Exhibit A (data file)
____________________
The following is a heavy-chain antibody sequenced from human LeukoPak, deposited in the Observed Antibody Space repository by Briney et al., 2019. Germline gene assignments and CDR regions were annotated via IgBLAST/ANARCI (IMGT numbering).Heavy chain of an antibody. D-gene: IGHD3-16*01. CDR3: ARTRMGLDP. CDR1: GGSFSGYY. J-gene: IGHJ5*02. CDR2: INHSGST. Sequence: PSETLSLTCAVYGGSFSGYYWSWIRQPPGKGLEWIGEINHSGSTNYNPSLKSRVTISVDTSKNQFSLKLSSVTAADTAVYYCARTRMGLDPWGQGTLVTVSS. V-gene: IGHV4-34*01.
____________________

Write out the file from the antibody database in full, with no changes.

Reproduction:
The following is a heavy-chain antibody sequenced from human LeukoPak, deposited in the Observed Antibody Space repository by Briney et al., 2019. Germline gene assignments and CDR regions were annotated via IgBLAST/ANARCI (IMGT numbering).Heavy chain of an antibody. D-gene: IGHD3-16*01. CDR3: ARTRMGLDP. CDR1: GGSFSGYY. J-gene: IGHJ5*02. CDR2: INHSGST. Sequence: PSETLSLTCAVYGGSFSGYYWSWIRQPPGKGLEWIGEINHSGSTNYNPSLKSRVTISVDTSKNQFSLKLSSVTAADTAVYYCARTRMGLDPWGQGTLVTVSS. V-gene: IGHV4-34*01.